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Old dusty beer.

So what?

In an old English case, Mrs Donoghue was at a cafe with her friend, who bought her a bottle of ginger beer. She drank it. When the last part of the ginger beer was poured out into her glass, a decomposed snail also floated out into her glass. Yuck!

Understandably, Mrs Donoghue suffered shock and a bad case of gastroenteritis after seeing and drinking the ginger beer. She sought a remedy from the court. The question was whether the ginger beer maker owed Mrs Donoghue a ‘duty of care.’

The court said that the maker did, and in doing so, created a common law principle that everyone owes each other a duty of care through what it called the ‘neighbour principle.’

It said that,

“The rule that you are to love your neighbour becomes in law, you must not injure your neighbour; and the lawyer’s question, who is my neighbour? … You must take reasonable care to avoid acts or omissions which you can reasonably foresee would be likely to injure your neighbour. Who, then, in law is my neighbour? The answer seems to be - persons who are so closely and directly affected by my act that I ought reasonably to have them in contemplation as being so affected when I am directing my mind to the acts or omissions which are called into question.”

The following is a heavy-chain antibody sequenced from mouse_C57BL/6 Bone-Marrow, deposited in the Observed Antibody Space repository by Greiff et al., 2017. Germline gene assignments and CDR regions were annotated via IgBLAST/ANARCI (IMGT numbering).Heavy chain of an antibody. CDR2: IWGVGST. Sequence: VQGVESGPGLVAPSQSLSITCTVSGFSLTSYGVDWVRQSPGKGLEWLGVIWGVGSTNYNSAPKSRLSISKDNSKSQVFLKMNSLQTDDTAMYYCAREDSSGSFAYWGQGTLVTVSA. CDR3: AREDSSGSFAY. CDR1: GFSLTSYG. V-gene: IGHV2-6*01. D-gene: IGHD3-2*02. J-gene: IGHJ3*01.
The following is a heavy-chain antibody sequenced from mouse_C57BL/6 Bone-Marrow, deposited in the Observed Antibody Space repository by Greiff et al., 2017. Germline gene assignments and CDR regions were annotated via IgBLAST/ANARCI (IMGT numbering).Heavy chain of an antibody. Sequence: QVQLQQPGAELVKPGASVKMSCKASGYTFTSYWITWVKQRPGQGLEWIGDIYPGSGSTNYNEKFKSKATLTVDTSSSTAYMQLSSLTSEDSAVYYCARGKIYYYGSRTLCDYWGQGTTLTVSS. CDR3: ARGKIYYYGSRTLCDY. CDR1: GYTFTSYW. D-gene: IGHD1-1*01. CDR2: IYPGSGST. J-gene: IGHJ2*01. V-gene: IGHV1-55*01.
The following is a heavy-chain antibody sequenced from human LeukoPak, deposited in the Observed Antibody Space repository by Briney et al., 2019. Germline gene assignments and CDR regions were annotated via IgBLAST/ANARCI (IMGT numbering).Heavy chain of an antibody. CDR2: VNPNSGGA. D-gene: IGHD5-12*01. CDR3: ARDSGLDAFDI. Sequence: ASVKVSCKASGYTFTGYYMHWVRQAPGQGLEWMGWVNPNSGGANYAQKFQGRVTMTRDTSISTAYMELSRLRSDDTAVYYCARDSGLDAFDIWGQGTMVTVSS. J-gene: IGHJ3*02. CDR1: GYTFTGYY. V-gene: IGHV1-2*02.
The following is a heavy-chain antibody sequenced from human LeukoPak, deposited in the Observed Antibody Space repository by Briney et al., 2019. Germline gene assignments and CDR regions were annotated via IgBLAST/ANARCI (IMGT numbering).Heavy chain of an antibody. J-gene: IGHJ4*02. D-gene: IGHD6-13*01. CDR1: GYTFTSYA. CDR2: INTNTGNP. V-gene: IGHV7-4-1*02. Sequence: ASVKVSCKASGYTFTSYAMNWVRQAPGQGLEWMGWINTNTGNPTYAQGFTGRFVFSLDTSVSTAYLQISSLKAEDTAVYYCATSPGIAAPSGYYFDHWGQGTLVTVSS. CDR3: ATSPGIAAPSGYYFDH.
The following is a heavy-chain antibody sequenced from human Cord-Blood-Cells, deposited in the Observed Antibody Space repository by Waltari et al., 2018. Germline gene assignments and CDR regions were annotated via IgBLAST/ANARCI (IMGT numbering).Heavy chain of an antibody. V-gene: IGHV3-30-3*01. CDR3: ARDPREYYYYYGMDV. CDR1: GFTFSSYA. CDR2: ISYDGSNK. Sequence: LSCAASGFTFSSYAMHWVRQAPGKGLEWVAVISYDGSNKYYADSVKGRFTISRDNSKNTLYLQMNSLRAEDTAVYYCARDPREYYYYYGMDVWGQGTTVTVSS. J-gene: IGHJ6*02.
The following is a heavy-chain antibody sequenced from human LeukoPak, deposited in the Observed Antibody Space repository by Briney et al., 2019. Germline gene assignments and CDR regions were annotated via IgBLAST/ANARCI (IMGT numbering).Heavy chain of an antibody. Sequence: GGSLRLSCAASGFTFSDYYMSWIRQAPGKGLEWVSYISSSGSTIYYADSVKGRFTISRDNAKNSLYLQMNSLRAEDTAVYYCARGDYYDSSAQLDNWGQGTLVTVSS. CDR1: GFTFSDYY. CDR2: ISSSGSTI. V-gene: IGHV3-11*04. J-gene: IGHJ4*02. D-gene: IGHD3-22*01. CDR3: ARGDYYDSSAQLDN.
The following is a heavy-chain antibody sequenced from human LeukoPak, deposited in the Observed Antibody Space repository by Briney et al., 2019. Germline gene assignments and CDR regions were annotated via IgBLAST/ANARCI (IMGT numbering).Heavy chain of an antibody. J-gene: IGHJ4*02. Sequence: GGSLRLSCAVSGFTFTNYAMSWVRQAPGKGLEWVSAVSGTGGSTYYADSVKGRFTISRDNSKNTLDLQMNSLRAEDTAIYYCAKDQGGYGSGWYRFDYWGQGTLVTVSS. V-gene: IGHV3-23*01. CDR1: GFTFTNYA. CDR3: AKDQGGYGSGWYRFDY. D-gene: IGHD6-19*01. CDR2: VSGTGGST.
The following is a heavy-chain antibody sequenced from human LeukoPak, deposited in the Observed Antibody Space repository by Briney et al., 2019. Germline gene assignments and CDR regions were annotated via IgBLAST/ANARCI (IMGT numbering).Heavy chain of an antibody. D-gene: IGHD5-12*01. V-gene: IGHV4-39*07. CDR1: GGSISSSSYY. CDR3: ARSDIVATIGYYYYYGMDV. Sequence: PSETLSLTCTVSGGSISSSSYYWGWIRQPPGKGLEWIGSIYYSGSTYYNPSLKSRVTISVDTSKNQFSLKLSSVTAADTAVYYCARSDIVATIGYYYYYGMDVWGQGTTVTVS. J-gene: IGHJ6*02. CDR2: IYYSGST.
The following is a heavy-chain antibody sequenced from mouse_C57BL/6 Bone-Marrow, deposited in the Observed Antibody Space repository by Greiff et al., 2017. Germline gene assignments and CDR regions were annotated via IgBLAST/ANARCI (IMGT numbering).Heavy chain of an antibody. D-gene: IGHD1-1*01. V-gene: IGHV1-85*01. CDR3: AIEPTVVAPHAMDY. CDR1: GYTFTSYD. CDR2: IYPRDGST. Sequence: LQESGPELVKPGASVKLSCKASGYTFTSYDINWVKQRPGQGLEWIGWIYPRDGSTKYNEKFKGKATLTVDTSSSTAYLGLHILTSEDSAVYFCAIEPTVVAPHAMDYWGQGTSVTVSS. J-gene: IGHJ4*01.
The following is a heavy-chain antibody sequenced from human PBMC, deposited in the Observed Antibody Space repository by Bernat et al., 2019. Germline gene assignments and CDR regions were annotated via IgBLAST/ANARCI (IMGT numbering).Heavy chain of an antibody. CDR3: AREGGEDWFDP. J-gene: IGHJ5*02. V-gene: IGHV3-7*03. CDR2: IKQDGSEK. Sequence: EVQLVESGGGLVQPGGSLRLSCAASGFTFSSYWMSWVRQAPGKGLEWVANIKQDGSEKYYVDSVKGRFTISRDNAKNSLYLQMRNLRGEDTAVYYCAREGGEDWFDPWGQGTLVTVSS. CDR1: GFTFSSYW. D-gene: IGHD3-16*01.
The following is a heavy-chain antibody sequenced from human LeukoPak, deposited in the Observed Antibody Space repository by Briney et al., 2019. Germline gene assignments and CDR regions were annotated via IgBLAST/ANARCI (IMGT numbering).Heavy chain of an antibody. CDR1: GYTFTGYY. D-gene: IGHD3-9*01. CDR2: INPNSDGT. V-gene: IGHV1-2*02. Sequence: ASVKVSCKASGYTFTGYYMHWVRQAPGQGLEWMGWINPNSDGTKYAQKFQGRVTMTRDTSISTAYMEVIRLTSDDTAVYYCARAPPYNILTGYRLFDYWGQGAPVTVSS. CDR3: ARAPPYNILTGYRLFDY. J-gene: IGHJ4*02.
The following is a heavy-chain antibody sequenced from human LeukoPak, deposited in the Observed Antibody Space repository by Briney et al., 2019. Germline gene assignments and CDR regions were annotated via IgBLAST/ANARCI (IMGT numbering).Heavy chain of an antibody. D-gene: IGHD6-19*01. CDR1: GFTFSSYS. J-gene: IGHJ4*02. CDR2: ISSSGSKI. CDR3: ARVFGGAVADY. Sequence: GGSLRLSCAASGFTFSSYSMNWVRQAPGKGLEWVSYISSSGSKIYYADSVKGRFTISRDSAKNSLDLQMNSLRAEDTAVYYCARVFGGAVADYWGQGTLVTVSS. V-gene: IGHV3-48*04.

Do you think that the ‘neighbour principle’ laid down in Donoghue v Stevenson is one that everyday people can understand, apply and live with comfortably? Share your views by taking part in the poll.

What you need to do

  1. Respond to the ‘So what?’ poll.
  2. Return to this step, and then within the Comments, share with other learners the reason for your answer.

How did you respond?

If you answered ‘Yes’ to the question, give some examples of where you’ve experienced or observed the ‘neighbour principle’ create a harmonious and safe society.

If you answered ‘No’, describe the changes you would make to the principle or the ways you’d increase awareness of the ‘neighbour principle’.

Curious about the results of the poll?

Review the results of the poll, return to this step and then within the Comments, let other learners know about your thoughts on the outcome.

Once you have, take some time to read and respond to comments made by other learners. Remember, you can also ‘Like’ comments or follow other learners throughout the course.

All the information collected will be stored and handled according to Google’s Privacy Policy / T&C. Your participation has no effect on your course progress, marks or FutureLearn profile.

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This article is from the free online course:

Law for Non-Lawyers: Introduction to Law

Monash University